For the last two years, the city water rate has risen by 9.9 percent and the sewer rate has climbed by 9 percent as part of a three-year plan approved in 2016. On Sunday, it’s happening again.
In an apparent attempt to assuage concerns that she would privatize the city’s water system, Mayor Catherine Pugh on Monday announced a charter amendment to keep the utilities under the city’s stewardship.
Responding to activists, Mayor Pugh, DPW director assure they don’t want to privatize Baltimore’s water system
Fear not, Mayor Catherine Pugh and Baltimore City Department of Public Works Director Rudy Chow say: Baltimore’s water system will remain in public control, despite any charter amendments that activists worry could open up a pathway for privatization.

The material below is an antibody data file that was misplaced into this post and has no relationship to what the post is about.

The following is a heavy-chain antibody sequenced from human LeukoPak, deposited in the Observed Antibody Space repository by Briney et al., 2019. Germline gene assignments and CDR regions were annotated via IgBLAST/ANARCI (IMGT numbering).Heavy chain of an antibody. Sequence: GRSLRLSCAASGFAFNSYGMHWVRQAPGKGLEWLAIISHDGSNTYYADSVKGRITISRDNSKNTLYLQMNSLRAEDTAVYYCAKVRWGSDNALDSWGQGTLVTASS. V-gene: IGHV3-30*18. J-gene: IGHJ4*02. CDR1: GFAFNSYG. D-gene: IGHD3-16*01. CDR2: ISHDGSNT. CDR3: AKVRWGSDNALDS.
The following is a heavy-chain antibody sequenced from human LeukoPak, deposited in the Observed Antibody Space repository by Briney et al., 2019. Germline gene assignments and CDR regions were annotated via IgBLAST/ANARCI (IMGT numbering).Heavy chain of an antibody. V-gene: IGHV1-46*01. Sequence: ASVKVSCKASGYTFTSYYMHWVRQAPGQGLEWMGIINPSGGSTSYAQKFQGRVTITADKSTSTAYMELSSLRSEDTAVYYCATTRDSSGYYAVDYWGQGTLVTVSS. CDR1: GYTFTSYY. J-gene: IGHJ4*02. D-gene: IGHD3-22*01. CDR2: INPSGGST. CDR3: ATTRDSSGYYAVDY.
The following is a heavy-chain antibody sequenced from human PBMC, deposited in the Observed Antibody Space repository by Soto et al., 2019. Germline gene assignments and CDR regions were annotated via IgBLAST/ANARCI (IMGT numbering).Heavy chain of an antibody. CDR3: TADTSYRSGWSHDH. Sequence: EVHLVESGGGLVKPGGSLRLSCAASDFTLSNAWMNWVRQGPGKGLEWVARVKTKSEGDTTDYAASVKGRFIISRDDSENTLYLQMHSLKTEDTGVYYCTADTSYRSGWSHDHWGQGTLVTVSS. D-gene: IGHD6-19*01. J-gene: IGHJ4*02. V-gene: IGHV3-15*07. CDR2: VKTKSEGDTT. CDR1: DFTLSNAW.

When Mayor Catherine Pugh handed off a letter to Donald Trump at M&T Bank Stadium on Saturday, she was making an appeal for help from Trump’s incoming administration for several of Baltimore’s most pressing infrastructure issues.
Baltimore City has officially replaced its quarterly billing cycle with a shiny new digitized monthly system.
Baltimore crews shut off water for 4,000 North Baltimore residents while they made repairs under Falls Rd. They said the work would be finished by 7:30 a.m. Tuesday, but thousands are still without water and the repairs are expected to continue into the evening.
Amid the city’s ongoing efforts to collect back water bills comes a new stat. Baltimore’s water rates are not affordable for 1/3 of city residents, according to an analysis prepared by Food and Water Watch.
This month marks the 154th birthday of Druid Hill Park, Baltimore’s centerpiece of urban greenery, and one of the oldest city parks in the entire United States. To celebrate that birthday — and also to comply with new federal mandates requiring cities to have more on-hand drinking water — the park is about to get an upgrade. What do we have to look forward to? In three words: Waterfalls and rowboats.